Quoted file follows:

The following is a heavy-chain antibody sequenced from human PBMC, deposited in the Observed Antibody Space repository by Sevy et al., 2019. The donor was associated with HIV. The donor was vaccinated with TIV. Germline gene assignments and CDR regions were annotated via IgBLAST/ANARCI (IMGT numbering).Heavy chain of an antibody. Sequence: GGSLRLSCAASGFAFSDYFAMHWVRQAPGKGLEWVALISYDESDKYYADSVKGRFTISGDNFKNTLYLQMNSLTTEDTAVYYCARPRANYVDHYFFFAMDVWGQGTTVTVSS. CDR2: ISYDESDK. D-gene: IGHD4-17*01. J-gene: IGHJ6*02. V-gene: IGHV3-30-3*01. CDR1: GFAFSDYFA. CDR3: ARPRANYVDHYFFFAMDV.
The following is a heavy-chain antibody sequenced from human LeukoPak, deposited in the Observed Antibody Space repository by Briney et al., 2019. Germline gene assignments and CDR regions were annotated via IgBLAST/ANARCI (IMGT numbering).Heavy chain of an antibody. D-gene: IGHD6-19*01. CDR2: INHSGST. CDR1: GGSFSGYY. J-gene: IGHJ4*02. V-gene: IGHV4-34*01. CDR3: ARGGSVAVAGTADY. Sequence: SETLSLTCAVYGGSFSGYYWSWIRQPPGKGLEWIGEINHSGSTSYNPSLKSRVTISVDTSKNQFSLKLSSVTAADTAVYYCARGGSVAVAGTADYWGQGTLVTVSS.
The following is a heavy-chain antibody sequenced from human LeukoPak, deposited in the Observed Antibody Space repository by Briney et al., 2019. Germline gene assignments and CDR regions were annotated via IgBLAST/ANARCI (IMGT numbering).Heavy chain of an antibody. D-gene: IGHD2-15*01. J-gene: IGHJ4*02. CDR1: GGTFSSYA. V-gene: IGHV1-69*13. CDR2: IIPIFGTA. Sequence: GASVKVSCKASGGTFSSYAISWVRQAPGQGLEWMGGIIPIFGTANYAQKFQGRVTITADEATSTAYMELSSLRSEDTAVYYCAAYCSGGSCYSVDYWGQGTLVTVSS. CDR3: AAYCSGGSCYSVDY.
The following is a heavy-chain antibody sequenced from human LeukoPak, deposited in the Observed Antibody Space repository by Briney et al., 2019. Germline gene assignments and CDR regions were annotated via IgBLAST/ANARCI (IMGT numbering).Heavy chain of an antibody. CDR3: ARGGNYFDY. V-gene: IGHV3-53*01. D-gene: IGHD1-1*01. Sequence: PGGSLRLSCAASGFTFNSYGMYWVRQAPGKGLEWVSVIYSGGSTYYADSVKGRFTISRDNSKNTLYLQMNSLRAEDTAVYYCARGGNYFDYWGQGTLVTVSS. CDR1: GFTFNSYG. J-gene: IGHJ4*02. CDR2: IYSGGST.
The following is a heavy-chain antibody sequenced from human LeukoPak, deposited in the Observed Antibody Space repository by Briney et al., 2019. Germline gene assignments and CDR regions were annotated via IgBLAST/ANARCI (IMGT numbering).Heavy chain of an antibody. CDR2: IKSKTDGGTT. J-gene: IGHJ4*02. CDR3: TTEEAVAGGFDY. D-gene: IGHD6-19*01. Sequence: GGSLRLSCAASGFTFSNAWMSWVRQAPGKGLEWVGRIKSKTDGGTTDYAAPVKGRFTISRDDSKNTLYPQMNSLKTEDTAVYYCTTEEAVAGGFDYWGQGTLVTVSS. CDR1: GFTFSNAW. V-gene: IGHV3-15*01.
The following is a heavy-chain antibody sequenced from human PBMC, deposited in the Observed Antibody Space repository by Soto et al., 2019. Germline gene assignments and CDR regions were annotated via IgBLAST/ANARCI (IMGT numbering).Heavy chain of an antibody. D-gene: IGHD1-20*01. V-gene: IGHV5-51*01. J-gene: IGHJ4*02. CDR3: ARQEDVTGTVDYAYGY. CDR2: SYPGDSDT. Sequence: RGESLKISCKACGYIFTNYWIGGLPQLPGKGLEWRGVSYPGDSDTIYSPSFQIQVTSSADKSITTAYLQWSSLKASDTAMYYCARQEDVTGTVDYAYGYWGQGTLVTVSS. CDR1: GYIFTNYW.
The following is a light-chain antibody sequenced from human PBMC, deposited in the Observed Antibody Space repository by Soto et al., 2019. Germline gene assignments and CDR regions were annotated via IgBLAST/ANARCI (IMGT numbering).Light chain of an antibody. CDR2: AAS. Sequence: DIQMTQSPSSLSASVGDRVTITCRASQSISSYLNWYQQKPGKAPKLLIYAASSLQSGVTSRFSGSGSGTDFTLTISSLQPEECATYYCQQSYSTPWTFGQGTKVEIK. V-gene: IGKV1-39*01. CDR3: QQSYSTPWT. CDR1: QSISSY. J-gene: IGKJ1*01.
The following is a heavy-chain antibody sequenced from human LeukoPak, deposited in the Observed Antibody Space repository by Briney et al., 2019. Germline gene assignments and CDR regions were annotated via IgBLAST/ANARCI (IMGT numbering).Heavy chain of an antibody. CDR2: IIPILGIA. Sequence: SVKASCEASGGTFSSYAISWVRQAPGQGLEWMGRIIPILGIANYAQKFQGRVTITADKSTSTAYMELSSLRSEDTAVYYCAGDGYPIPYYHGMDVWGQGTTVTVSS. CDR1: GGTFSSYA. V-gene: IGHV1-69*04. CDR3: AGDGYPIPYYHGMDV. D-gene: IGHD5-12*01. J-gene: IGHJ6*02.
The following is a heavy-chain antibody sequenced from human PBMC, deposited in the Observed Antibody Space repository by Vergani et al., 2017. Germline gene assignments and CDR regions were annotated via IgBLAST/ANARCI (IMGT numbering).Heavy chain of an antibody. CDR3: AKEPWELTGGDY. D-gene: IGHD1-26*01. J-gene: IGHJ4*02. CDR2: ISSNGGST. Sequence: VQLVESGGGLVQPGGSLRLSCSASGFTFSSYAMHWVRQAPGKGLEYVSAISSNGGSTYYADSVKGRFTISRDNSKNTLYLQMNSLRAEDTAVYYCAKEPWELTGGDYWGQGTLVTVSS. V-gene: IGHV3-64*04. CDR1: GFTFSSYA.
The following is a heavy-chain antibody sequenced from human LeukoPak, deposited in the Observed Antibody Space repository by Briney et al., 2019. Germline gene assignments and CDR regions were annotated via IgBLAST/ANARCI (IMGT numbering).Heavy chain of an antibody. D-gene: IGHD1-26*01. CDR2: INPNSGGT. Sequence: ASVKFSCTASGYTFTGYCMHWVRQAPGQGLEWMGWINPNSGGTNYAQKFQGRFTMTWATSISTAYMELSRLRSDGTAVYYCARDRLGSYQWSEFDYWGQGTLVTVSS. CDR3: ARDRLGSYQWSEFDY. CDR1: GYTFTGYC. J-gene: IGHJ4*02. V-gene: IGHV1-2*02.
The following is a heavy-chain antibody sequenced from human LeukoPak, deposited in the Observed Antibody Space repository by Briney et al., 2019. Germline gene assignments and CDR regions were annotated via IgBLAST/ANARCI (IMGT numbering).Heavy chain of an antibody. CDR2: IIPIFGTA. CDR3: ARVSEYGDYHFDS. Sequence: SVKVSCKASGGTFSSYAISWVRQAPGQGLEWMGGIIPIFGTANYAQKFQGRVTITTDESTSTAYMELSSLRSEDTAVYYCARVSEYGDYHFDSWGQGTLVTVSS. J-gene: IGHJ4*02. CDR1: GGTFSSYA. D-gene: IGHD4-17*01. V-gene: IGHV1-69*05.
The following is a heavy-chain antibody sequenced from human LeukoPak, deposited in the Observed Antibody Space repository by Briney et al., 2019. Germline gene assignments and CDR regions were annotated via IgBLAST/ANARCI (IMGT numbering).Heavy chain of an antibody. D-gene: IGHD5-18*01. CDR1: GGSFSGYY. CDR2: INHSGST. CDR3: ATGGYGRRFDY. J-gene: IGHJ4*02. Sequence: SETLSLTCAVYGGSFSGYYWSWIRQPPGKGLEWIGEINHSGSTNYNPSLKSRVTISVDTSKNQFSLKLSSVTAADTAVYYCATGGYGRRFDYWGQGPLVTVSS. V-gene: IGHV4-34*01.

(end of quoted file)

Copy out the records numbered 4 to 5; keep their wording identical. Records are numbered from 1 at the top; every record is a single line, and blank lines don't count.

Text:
The following is a heavy-chain antibody sequenced from human LeukoPak, deposited in the Observed Antibody Space repository by Briney et al., 2019. Germline gene assignments and CDR regions were annotated via IgBLAST/ANARCI (IMGT numbering).Heavy chain of an antibody. CDR3: ARGGNYFDY. V-gene: IGHV3-53*01. D-gene: IGHD1-1*01. Sequence: PGGSLRLSCAASGFTFNSYGMYWVRQAPGKGLEWVSVIYSGGSTYYADSVKGRFTISRDNSKNTLYLQMNSLRAEDTAVYYCARGGNYFDYWGQGTLVTVSS. CDR1: GFTFNSYG. J-gene: IGHJ4*02. CDR2: IYSGGST.
The following is a heavy-chain antibody sequenced from human LeukoPak, deposited in the Observed Antibody Space repository by Briney et al., 2019. Germline gene assignments and CDR regions were annotated via IgBLAST/ANARCI (IMGT numbering).Heavy chain of an antibody. CDR2: IKSKTDGGTT. J-gene: IGHJ4*02. CDR3: TTEEAVAGGFDY. D-gene: IGHD6-19*01. Sequence: GGSLRLSCAASGFTFSNAWMSWVRQAPGKGLEWVGRIKSKTDGGTTDYAAPVKGRFTISRDDSKNTLYPQMNSLKTEDTAVYYCTTEEAVAGGFDYWGQGTLVTVSS. CDR1: GFTFSNAW. V-gene: IGHV3-15*01.